Tesla Sues Engineer That Started In January Alleging Theft Of ‘Dojo’ Supercomputer Tech
It’s been a little while since we’ve heard any big news about Tesla’s supercomputer technology called Dojo but a new lawsuit is changing that. According to Tesla, an engineer who was employed just this past January saved confidential information about Dojo on his personal device. That action is at the heart of a new lawsuit from Tesla against the now departed engineer.
“This is a case about illicit retention of trade secrets by an employee who, in his short time at Tesla, already demonstrated a track record of lying and then lying again by providing a ‘dummy’ device to try and cover his tracks,” said Tesla in the official filing, Tesla Inc. v. Yatskov, 5:22-cv-02725, U.S. District Court, Northern District of California.
That employee is Alexander Yatskov who, according to Tesla, not only took that information but then apparently turned over a dummy device when confronted about the problem. When reached by Bloomberg, Yatskov said he didn’t even know about the complaint.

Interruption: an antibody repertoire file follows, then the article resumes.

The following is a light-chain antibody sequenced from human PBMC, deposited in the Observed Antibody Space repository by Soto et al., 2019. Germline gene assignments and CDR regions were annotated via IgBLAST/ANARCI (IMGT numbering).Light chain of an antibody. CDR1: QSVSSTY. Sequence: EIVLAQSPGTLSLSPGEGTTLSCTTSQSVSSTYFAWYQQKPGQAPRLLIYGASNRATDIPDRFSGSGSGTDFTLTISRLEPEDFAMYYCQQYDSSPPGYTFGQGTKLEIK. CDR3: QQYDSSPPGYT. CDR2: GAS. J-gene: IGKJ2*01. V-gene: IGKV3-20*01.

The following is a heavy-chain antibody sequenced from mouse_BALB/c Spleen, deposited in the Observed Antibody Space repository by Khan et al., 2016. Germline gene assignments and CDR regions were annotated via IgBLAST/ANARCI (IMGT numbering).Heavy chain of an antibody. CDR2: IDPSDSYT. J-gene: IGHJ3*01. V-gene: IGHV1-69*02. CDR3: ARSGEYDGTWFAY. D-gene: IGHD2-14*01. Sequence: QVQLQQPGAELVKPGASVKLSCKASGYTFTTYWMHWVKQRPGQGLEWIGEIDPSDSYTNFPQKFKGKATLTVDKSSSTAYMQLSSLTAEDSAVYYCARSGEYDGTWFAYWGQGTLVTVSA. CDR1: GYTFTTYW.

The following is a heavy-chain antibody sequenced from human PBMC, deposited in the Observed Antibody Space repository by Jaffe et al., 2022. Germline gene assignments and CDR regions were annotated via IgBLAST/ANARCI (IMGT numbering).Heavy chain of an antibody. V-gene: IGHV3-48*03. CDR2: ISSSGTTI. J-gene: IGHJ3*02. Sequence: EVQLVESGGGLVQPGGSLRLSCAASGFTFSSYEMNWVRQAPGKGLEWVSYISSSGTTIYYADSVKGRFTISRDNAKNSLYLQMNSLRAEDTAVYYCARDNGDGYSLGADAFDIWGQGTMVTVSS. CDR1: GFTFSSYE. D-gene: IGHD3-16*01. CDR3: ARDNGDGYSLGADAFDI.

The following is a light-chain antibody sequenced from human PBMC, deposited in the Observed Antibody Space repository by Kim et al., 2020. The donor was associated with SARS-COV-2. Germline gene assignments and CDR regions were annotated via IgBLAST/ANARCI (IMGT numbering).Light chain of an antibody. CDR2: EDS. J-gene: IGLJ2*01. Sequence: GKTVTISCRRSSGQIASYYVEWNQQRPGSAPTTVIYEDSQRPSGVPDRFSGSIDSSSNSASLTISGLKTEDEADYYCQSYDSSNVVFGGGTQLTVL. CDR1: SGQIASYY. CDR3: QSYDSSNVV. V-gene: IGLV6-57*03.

Tesla is hoping to force Yatskov to return the information as well as bar him from disseminating it in the future. Additionally, they’re seeking damages from him after accusing him of lying about his qualifications during the hiring process.
According to his LinkedIn page, he’s been a thermal engineer for decades, most recently at Juniper Networks, so it would seem that he has quite a bit of experience. This isn’t the first time that Tesla has sued former employees in recent months.
In fact, last year Tesla went as far as to sue Rivian as a whole over former employees that jumped ship to the upstart R1T builder. Rivian had picked up seven former employees at the time but very clearly rejected the allegations.
At the time it said that they “have not, and will not, introduce former employers’ intellectual property into Rivian systems.” Of course, individual lawsuits aren’t new for Tesla either. In January of last year, Tesla sued Alex Khatilov over the theft of a number of confidential files.
Back in 2019, Tesla sued self-driving startup Zoox for hiring former Tesla employees and ended up winning so we’ll have to wait to see if they pick up a W in this case as well.